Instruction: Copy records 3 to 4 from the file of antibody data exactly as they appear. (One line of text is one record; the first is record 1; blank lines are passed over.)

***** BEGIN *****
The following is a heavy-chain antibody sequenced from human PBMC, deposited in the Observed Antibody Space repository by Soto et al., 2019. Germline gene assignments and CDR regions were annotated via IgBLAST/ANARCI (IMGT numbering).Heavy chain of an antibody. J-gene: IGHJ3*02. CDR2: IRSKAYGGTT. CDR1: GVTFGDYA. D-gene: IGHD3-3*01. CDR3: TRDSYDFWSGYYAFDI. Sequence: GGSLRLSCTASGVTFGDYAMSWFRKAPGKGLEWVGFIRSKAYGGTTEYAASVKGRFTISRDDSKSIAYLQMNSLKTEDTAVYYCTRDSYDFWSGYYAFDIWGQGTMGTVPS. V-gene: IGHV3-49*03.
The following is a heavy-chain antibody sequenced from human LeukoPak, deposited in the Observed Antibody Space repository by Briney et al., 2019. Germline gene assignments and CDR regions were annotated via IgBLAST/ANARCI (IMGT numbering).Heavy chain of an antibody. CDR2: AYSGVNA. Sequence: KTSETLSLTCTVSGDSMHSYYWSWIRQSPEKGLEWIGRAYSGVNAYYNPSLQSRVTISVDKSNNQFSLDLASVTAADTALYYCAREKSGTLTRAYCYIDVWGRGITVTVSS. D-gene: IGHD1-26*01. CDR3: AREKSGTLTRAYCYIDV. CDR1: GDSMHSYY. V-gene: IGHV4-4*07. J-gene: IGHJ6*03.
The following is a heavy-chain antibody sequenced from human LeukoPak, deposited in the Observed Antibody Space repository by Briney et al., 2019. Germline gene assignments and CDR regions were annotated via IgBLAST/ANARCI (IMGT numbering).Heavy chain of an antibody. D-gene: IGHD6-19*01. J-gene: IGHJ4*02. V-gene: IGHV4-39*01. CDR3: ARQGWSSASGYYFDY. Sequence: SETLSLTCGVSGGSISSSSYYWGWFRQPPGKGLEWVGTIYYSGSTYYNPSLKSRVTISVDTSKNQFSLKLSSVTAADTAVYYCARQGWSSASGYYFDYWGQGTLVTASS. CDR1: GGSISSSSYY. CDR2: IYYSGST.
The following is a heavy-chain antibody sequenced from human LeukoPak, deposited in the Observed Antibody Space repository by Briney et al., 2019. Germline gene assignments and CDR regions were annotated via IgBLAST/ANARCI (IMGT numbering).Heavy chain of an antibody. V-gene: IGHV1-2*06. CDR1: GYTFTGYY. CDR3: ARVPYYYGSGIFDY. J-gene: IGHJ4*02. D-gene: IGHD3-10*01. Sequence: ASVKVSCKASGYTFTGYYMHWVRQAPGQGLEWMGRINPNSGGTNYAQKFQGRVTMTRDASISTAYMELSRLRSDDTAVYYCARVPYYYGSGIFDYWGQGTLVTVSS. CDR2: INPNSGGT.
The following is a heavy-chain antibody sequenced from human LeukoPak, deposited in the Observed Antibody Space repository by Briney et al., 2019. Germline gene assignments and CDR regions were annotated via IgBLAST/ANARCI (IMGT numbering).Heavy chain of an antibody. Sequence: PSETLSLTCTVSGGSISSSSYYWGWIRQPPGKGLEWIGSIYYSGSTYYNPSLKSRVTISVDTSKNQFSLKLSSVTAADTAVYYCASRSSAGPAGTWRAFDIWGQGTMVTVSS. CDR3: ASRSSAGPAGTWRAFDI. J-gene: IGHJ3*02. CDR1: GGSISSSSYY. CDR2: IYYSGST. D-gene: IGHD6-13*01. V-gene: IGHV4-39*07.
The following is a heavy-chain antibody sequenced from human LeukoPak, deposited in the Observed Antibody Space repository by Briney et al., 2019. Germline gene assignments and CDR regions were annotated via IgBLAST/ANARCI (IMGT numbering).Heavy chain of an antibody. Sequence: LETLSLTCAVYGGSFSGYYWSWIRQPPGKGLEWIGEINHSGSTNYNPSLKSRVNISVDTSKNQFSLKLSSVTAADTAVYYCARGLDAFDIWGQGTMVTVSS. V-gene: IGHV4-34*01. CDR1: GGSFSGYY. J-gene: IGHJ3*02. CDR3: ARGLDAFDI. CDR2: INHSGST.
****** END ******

The following is a heavy-chain antibody sequenced from human LeukoPak, deposited in the Observed Antibody Space repository by Briney et al., 2019. Germline gene assignments and CDR regions were annotated via IgBLAST/ANARCI (IMGT numbering).Heavy chain of an antibody. D-gene: IGHD6-19*01. J-gene: IGHJ4*02. V-gene: IGHV4-39*01. CDR3: ARQGWSSASGYYFDY. Sequence: SETLSLTCGVSGGSISSSSYYWGWFRQPPGKGLEWVGTIYYSGSTYYNPSLKSRVTISVDTSKNQFSLKLSSVTAADTAVYYCARQGWSSASGYYFDYWGQGTLVTASS. CDR1: GGSISSSSYY. CDR2: IYYSGST.
The following is a heavy-chain antibody sequenced from human LeukoPak, deposited in the Observed Antibody Space repository by Briney et al., 2019. Germline gene assignments and CDR regions were annotated via IgBLAST/ANARCI (IMGT numbering).Heavy chain of an antibody. V-gene: IGHV1-2*06. CDR1: GYTFTGYY. CDR3: ARVPYYYGSGIFDY. J-gene: IGHJ4*02. D-gene: IGHD3-10*01. Sequence: ASVKVSCKASGYTFTGYYMHWVRQAPGQGLEWMGRINPNSGGTNYAQKFQGRVTMTRDASISTAYMELSRLRSDDTAVYYCARVPYYYGSGIFDYWGQGTLVTVSS. CDR2: INPNSGGT.